The housing market is still in the doldrums, and any significant policy changes could have a major impact on the affordability of housing. Changes could also affect economic relations between the United States and other countries, for instance China and Japan, because of their large holdings of securities backed by American home loans.
Meanwhile, the new Republican majority in the House has been sharply critical of the Obama administration's handling of the housing policy review, saying the White House is reluctant to announce a plan for abolishing Fannie and Freddie and devising a new housing finance system. Many Republicans say Fannie and Freddie played an outsize role in causing the financial crisis.
The administration is not expected to lay out a detailed blueprint for a new housing finance system, sources said. Instead, officials are expected to announce short-term steps to slightly reduce government support, such as by dropping loan limits. The administration's hope is that banks would feel more comfortable offering loans for higher-priced homes without government support.
The Washington region and other pricey housing markets have a three-tiered mortgage system. The lowest rates apply to 30-year fixed-rate mortgages that do not exceed $417,000 and meet Fannie Mae and Freddie Mac guidelines. The highest rates apply to loans larger than $729,750, also known as jumbo loans, which are not guaranteed by the federal government. An in-between rate can be found for loans from $417,000 to $729,750.
Guy Cecala, publisher of Inside Mortgage, said there's little doubt that lenders are eager and able to jump back into the jumbo loan market, and many have. The problem is that the private market imposes tough standards for borrowers taking out these large loans, demanding 30 percent down payments and credit scores above 750.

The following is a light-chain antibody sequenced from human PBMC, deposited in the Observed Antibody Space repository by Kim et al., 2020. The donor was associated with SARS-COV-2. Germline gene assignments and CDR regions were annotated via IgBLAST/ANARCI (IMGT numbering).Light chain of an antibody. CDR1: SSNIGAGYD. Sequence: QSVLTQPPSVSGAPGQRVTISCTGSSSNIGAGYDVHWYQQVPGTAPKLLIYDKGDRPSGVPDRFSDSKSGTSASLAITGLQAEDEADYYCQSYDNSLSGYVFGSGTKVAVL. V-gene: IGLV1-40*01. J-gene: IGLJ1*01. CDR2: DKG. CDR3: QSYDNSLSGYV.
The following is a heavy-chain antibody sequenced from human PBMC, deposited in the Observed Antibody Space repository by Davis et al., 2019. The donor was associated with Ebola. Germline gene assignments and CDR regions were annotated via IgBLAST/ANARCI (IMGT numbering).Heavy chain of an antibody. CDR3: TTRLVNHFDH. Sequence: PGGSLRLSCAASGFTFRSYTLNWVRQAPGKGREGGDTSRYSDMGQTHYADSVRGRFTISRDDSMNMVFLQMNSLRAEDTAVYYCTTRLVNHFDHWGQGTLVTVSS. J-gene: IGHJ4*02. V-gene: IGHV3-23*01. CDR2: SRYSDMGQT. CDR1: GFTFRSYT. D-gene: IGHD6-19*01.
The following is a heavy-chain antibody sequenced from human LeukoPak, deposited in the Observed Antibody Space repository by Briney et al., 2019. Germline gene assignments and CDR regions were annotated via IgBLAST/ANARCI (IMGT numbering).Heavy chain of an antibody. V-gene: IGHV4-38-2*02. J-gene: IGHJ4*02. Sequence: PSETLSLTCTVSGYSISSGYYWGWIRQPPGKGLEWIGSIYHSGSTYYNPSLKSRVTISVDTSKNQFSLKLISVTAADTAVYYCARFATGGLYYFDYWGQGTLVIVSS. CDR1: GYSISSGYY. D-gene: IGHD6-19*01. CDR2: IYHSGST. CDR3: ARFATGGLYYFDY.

"That could change if there's more competition within the private sector, but we don't know that yet," Cecala said.
Keith Gumbinger, a vice president at mortgage research firm HSH Associates, said he expects that borrowers who took out loans between $625,500 and $729,750 would pay "slightly more expensive rates" if the current proposal is enacted, "but jumbos were always slightly more expensive."
At least at first, reducing loan limits would not have much effect in parts of the country that have more moderately priced real estate markets.
The report may discuss at least two options for a long-term overhaul of the housing finance system. One option would severely scale back government support for housing, leaving only the Federal Housing Administration, which targets first-time home buyers. Another option would be to create a government backstop for housing.